Walking John

DESCRIPTION: "Walking John was a big rope horse" who "was willing and stout and strong," but "he sure enjoyed his joke." Every morning he tried to throw his first rider -- but then settled down to be a hard worker
AUTHOR: Henry Herbert Knibbs
EARLIEST DATE: 1930 (Knibbs, Songs of the Last Frontier)
KEYWORDS: animal cowboy
REFERENCES (3 citations):
Larkin, pp. 79-82, "Walking John" (1 text, 1 tune)
Ohrlin-HBT 24, "Walking John" (1 text, 1 tune)
ADDITIONAL: Powder River Jack and Kitty Lee's _Songs of the Range: Cowboy Wails of Cattle Trails_, Chart Music, 1937, p. 9, "Walkin' John" (1 text, 1 tune)

Roud #5766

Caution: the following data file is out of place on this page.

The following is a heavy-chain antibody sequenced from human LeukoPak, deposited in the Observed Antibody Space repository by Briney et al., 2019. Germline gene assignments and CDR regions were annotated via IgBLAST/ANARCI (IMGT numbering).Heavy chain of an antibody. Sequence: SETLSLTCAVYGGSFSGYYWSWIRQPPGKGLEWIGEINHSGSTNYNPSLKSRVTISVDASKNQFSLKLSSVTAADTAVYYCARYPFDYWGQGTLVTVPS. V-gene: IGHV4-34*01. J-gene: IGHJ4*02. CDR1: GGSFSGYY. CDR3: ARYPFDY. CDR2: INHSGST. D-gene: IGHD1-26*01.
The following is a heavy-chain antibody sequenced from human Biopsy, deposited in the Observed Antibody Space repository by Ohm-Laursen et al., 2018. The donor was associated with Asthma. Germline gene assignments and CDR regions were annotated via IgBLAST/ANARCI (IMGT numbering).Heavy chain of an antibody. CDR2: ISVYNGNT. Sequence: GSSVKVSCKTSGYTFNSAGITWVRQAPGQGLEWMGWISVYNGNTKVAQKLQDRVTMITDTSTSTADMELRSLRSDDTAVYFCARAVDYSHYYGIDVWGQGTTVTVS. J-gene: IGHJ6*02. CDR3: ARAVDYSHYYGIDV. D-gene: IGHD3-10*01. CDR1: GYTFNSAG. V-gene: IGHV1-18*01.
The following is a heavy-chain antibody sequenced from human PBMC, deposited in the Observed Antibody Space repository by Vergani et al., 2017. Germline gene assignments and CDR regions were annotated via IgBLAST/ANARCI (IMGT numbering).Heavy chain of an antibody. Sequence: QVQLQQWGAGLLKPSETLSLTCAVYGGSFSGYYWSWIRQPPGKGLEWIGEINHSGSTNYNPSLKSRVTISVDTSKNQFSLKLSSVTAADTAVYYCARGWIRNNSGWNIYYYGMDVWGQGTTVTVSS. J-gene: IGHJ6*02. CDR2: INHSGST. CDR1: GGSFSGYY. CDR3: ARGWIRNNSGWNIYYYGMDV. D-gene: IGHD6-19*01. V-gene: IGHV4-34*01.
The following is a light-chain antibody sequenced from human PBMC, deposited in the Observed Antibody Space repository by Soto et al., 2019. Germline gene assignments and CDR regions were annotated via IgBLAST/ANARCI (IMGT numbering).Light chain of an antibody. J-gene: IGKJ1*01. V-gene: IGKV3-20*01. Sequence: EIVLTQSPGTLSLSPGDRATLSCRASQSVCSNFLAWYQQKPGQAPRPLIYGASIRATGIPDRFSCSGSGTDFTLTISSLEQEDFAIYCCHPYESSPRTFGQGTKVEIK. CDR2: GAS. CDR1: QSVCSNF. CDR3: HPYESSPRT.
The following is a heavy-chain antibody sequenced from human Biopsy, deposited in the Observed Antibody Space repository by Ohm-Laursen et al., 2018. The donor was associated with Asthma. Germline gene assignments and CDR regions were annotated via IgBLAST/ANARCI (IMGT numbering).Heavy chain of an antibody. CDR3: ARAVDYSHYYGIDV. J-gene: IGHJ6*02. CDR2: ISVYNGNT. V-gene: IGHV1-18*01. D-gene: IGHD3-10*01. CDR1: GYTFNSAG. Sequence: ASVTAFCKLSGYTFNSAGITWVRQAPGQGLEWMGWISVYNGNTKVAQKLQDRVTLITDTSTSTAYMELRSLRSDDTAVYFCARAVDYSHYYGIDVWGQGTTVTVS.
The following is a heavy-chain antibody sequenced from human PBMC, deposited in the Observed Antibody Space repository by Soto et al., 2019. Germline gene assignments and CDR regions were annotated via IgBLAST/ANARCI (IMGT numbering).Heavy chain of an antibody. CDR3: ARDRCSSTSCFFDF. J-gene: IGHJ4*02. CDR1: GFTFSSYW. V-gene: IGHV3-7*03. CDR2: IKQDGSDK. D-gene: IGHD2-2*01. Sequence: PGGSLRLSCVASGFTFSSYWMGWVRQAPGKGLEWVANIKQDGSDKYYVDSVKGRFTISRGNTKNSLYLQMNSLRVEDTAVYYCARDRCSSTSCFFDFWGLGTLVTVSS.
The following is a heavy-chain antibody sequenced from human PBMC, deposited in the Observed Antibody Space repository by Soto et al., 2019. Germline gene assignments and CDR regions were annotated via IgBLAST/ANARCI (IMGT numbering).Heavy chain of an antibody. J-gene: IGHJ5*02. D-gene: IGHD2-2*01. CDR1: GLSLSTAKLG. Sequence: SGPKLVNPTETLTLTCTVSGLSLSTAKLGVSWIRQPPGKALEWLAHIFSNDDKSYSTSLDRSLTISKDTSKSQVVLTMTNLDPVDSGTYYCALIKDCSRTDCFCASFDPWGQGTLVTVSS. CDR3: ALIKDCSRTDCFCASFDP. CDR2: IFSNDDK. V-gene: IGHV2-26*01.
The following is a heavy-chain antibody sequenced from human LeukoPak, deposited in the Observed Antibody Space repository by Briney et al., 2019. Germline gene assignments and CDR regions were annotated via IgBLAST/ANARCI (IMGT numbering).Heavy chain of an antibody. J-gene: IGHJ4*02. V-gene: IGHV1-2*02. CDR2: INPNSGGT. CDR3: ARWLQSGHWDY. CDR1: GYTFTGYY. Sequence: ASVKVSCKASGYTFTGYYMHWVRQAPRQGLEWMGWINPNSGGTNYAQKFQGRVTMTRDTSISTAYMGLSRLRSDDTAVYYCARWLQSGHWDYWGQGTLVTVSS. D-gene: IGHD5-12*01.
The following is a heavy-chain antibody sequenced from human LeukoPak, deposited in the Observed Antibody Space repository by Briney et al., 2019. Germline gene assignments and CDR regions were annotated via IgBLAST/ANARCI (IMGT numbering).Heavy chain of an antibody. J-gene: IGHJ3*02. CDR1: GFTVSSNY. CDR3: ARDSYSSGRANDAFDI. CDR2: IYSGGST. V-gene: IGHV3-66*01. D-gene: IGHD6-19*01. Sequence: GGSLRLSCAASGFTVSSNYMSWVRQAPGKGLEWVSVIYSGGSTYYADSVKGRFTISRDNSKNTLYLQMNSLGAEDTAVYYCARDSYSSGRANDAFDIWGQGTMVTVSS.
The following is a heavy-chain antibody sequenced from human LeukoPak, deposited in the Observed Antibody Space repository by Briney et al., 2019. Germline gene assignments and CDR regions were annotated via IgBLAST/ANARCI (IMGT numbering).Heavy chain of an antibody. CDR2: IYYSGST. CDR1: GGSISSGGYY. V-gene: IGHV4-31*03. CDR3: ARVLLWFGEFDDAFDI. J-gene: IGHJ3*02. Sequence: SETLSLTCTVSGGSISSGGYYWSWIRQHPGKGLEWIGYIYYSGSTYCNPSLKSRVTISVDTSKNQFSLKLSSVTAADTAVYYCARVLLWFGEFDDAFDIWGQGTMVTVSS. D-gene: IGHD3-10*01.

NOTES [94 words]: Larkin notes, "The poems of Henry Herbert Knibbs have been plagiarized and adapted so often that he is entitled to be named the poet laureate of hte cowboys." She adds that this song is "the biography of a real horse."
It would appear that the song was in oral tradition before Knibbs published it; since Larkin published her book in 1931 and it had passed through at least two stages of tradition by the time she collected it. On the other hand, Powder River Jack Lee, who claimed everything that wasn't nailed down, in his 1937 songbook credited it to Knibbs. - RBW
Last updated in version 2.7
File: Ohr024

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